The Kingmaker on the 13th February is next on the agenda for Allmankind; a race with a fine recent record as a prep for the Arkle. His presence will ensure that there’s no hiding place for his rivals. 

Can Willie Win Again?

Wille Mullins has won four of the last six renewals of this race, and Energumene (13/2) looks to be his main chance this season. An emphatic winner of his sole start over hurdles, he was a relatively unknown quantity at the start of the season, opening as a 40/1 outsider for the Arkle. His chasing debut over 2m4f muddied the waters in terms of his long-term target, having shown a fair deal of pace while also hitting the line powerfully over the intermediate trip.

Dropped in trip for his next start, he again impressed with his quick jumping in beating a couple of useful types in Captain Guinness (20/1) and Blackbow (50/1) in a very good time; he was over 8 seconds quicker than Epson Du Houx, who won the two-mile handicap chase on the same card, carrying 5lbs more. Paul Townend was glowing in his praise of Energumene after the race, who noted that he doesn’t need to lead despite having made all in his two chase starts to date; that will certainly help his cause at Cheltenham with Allmankind also in the line-up. At home on testing ground, he’s likely to run in the Irish Arkle before heading to Cheltenham.

Unexpected (16/1) made a superb start to life over fences when bolting up at Tipperary. The runner-up has done well since and he looks a natural two-mile chaser. However, he made a similarly taking impression on his seasonal debut last season but he failed to build on that effort.

Not seen since October, he’s clearly talented but he does have to prove he can perform on a consistent basis; his half-brother, Great Field, has been similarly enigmatic. It’s also worth noting that 13 of the last 14 Arkle winners had run at Cheltenham previously; a trend that Unexpected and Energumene will have to defy.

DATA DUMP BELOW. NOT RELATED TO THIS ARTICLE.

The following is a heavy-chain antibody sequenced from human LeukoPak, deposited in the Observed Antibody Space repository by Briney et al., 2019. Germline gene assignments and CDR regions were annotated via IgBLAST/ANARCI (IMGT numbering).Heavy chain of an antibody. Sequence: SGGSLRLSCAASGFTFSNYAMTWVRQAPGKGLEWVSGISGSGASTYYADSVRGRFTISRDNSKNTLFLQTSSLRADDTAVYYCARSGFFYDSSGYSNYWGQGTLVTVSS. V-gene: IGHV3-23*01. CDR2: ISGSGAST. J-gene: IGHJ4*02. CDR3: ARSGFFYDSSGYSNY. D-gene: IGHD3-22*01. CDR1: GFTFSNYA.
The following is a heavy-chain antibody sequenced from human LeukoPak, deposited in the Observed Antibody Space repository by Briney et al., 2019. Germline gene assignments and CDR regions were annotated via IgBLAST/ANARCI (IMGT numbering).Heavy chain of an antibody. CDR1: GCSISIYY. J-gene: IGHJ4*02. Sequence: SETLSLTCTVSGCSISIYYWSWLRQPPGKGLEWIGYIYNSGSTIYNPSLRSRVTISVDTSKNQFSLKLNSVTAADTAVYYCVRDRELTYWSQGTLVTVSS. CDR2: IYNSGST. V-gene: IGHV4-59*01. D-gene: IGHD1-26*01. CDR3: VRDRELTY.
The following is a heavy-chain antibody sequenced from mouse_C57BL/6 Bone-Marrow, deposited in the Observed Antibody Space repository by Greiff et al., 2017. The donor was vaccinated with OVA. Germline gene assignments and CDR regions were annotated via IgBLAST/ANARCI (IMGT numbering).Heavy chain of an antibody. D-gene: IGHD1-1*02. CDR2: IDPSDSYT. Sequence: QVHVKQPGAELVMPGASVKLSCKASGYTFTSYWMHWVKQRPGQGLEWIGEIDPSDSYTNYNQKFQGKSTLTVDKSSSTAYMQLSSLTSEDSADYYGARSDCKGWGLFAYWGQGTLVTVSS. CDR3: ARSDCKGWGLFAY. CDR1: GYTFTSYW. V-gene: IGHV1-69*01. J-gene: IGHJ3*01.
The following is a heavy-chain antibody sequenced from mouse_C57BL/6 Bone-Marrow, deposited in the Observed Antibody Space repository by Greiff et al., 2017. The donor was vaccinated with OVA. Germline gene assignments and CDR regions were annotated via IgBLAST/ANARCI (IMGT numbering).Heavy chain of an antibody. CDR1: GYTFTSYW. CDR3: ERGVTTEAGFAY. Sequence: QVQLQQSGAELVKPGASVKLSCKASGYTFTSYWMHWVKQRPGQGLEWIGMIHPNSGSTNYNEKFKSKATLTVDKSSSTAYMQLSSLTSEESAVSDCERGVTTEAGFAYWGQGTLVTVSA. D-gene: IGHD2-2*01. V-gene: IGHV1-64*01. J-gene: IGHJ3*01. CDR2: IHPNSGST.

Franco De Port (20/1) is already a Grade 1 winner over fences, having won the Racing Post Novice Chase on Boxing Day (or St. Stephen’s Day for the Irish readers!) It was a strange race, with Felix Desjy (33/1) running below-par while Blackbow, seemingly the stable number one, fell at the third fence. Pulled-up in last season’s Coral Cup, Franco De Port needs to prove his aptitude for Cheltenham while he looks as though a step up in trip will bring about further improvement. We’re likely to see him again at the Dublin Racing Festival, which will reveal more about whether he’ll end up here or in the Marsh.

We are yet to see Klassical Dream (22/1) over fences but it’s interesting that he was entered for the race. Janidil (40/1) also holds an entry, although both of his starts over fences to date have come over an intermediate trip. Fifth in last year’s Albert Bartlett, he would seem more likely to line up in the Marsh.

From the Kim Muir to the Arkle?

The emergence of Sky Pirate (20/1) as a force in the two-mile division has been one of the surprises of the season. With no wins and five seconds in ten starts over fences over trips ranging from 2m3f to 3m2f, the list of colourful adjectives against Sky Pirate’s name were lengthy and unflattering; but it appears he was simply running over the wrong trip. 

After comfortably winning a pair of handicaps off 134 and 145, Jonjo O’Neill’s eight-year-old finds himself on a mark of 152. He has the option of the Grand Annual, while connections may look to the County Hurdle in order exploit his twelve pounds lower mark over the smaller obstacles.

He’d be an interesting contender in an Arkle, especially a strongly run renewal which we are likely to get here. It’s difficult to envisage him beating the likes of Shishkin but he would add a different dimension to the race. 

ARKLE CHASE BIG-RACE VERDICT

The presence of Allmankind and Energumene means we look sure to have a fiercely run renewal. Both are respected but they may well set the race up perfectly for Shishkin. The Supreme/Arkle double has only been done three times since 1965, with Shishkin looking to join Flyingbolt, Douvan and Altior in that exclusive club. This will be his toughest test over fences to date, but Nicky Henderson looks to have another top-class two-mile chaser on his hands.